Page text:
Monday, July 28, 2014
What's In Your Genes?
Jane: Depression, bipolar disorder, and schizophrenia are all mood disorders. Many symptoms of these disorders overlap. A doctor may diagnose an individual with the wrong illness depending on the mental state of the patient when the doctor observes them.
Nate: Moods disorders are often inherited. According to the National Institute of Mental Health (NIMH), more than two-thirds of individuals with bipolar disorder have a close relative with a mood disorder. The percentage is high.
Jane: As we learned more about the genetic component of bipolar disorder, we began to think about our family histories. We thought about the stories that we have been told regarding mental illness. I do not have any stories to share.
Nate: When I was a child, I was told that my maternal grandmother had been institutionalized for paranoid schizophrenia. Because of this, she was shunned by the family. I do not know when or how long she had been hospitalized. In my research, I discovered that most cases of schizophrenia that was diagnosed in the 50's and 60's may have actually have been bipolar disorder. Doctors diagnosed patients with schizophrenia because there was little information about bipolar disorder.
Jane: The mental health field has made many changes about psychiatric conditions during the past several decades. The diagnostic criteria for both bipolar disorder and schizophrenia have changed. Much of the information that describes the differences between both disorders from that era was not as specific as it is today. There is a fine line between each condition.
Nate: Taking this information into consideration, I believe that my grandmother was suffering from bipolar disorder, not schizophrenia. I wish I had a way to see my grandmother's medical records. It could answer some of my many questions. I am sorry that my relatives has treated my grandmother unfairly. I would like to think that they would have treated her differently if they understood her mental illness.
Jane: I still do not know where I inherited my condition from. All I know is that mental illness runs in the family and I have one. My parents were born and raised in another country. The country where they are from may not recognize mood disorders in the same way as we do in the United States. It is also possible that my parents thought that mental illness was a family secret and did not share any information with me.
Nate: A few months ago, I called my mother to get information about my grandmother's illness because I wanted to know more about her condition. My main concern was about heredity. Because I know that mental illness can come from both sides of our families, I am concerned about the higher risk of my children coming down with a mood disorder. After some discussion my mother told me, "Don't worry honey, you're not crazy. You don't have schizophrenia."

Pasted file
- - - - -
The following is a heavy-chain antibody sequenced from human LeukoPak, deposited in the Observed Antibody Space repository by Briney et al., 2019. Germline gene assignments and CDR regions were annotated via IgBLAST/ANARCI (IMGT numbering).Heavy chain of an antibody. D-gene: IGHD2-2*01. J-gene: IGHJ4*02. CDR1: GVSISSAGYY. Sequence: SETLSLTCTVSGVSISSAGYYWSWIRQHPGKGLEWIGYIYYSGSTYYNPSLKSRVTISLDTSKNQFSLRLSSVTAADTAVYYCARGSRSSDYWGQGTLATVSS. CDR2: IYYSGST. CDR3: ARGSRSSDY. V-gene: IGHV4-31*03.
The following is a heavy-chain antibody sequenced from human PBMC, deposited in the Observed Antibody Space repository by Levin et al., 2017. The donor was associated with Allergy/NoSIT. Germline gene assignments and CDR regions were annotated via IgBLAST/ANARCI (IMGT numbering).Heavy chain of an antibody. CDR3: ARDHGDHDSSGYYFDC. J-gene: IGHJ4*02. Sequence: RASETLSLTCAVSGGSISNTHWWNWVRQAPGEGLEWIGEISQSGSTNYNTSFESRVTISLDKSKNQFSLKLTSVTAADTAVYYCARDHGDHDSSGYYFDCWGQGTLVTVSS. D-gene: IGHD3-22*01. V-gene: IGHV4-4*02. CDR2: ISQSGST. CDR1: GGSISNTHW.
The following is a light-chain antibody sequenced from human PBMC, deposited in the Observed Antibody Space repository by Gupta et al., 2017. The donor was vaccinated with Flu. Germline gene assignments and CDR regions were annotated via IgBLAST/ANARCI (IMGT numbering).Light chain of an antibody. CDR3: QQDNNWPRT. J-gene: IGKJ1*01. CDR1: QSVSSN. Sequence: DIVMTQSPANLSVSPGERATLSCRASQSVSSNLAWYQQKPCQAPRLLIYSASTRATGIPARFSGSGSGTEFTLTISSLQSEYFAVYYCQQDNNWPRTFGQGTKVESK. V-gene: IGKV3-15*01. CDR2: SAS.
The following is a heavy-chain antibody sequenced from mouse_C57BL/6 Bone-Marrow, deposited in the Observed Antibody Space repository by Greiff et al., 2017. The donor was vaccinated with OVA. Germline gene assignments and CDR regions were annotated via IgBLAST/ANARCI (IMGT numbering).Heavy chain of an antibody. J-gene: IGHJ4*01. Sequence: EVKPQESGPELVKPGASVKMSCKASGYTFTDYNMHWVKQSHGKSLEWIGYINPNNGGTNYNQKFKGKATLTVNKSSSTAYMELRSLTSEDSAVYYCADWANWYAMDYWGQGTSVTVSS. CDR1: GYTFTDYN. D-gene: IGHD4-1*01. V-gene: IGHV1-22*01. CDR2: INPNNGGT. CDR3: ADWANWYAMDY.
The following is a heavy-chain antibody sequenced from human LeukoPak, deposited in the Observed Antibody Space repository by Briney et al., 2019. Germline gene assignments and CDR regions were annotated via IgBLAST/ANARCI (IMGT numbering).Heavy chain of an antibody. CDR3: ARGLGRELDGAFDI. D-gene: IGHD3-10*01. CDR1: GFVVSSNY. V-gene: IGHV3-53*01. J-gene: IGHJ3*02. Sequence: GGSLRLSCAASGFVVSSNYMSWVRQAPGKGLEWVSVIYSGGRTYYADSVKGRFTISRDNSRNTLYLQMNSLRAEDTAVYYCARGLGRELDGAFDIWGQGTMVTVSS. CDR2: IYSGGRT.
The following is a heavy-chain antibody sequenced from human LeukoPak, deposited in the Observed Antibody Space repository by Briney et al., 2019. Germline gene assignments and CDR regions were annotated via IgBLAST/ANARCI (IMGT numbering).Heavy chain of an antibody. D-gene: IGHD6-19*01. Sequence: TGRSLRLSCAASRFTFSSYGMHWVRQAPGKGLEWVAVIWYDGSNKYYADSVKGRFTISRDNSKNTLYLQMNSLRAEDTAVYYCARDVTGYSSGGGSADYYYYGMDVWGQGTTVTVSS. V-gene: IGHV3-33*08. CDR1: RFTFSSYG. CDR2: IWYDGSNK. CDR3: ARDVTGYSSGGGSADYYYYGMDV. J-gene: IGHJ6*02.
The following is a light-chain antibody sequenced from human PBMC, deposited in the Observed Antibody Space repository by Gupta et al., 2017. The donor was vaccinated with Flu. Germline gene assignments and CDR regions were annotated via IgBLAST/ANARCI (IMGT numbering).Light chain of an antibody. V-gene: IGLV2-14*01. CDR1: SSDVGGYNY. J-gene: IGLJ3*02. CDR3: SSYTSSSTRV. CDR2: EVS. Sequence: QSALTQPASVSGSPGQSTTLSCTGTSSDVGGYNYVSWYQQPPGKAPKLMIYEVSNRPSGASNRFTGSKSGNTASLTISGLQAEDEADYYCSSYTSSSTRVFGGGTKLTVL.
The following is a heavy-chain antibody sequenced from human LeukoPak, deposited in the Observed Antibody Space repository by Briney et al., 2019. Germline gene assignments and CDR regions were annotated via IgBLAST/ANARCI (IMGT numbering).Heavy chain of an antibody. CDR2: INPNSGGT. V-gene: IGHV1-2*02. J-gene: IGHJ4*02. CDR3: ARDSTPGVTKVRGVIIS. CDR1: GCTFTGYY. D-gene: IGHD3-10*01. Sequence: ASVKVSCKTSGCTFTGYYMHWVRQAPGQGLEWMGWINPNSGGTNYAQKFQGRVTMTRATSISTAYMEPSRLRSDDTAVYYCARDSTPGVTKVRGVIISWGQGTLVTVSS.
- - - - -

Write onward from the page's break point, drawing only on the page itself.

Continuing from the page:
Jane: We have seven children. We have always wanted a big family. When I had my children, I did not know that I had a mental illness. Now that I know that I have bipolar disorder, it does not mean that I wish that I could turn back time and not have had them. I cannot picture my life without each and every one of them. I love each one of my children with all my heart and all my soul. It is my belief that they are all on this earth for a reason. I have to admit, I do feel some guilt knowing that my children can develop a mood disorder because of me. It is not their fault. They are not to blame when it comes to the possibility that they may someday develop a mental illness.
Nate: My mother knew that my grandmother suffered from a mental disorder. I don't know if she was aware that mental illness is passed down from generation to generation. Would my mother have had children knowing that she was passing down the genes for mental illness through her children?
Jane: One of my older sons that has been diagnosed with bipolar disorder is expecting his first child. If my grandchild inherits a mood disorder, I will love and accept my grandchild no matter what.
Nate: Due to the possibility of a parent passing the illness on to their child, some people choose not to have children. Society and doctors in the medical and mental health communities strongly believe that individuals with bipolar disorder should NOT have children.
Jane: Many of the medications used to treat bipolar disorder are considered to be dangerous to take during pregnancy. They affect the growth and development of the unborn child. Because of this, it is advisable to stop the use of medications needed to treat bipolar disorder while a woman is pregnant. The mother's mood and behaviors have to be monitored carefully. As soon as the baby is born, the medication regimen has to begin immediately. Breastfeeding is not an option while the mother is medicated.
Nate: Postpartum psychosis (an extreme form of postpartum depression) and the high risk of birth defects caused by bipolar medication are some reasons that couples with a history of bipolar disorder choose not to have children.
Jane: I would not wish this illness on anyone. The disorder not only affects the person with the disorder, it affects the entire family. We will have to watch my behavior and keep an eye out for early signs of mental illness in my children. All we can do is try our best to cope with any challenges as they arise. My husband and I will be vigilant.
Nate: Taking all things into consideration, I am disturbed that my mother's side of the family holds onto the stigma of mental illness. When we were considering starting this blog, I told my mother that Jane was diagnosed with bipolar disorder. Her reaction was very cruel and mean spirited. Mental illness can manifest itself later in life. I wonder how she would have reacted if I had told her that I was the one with the mental illness.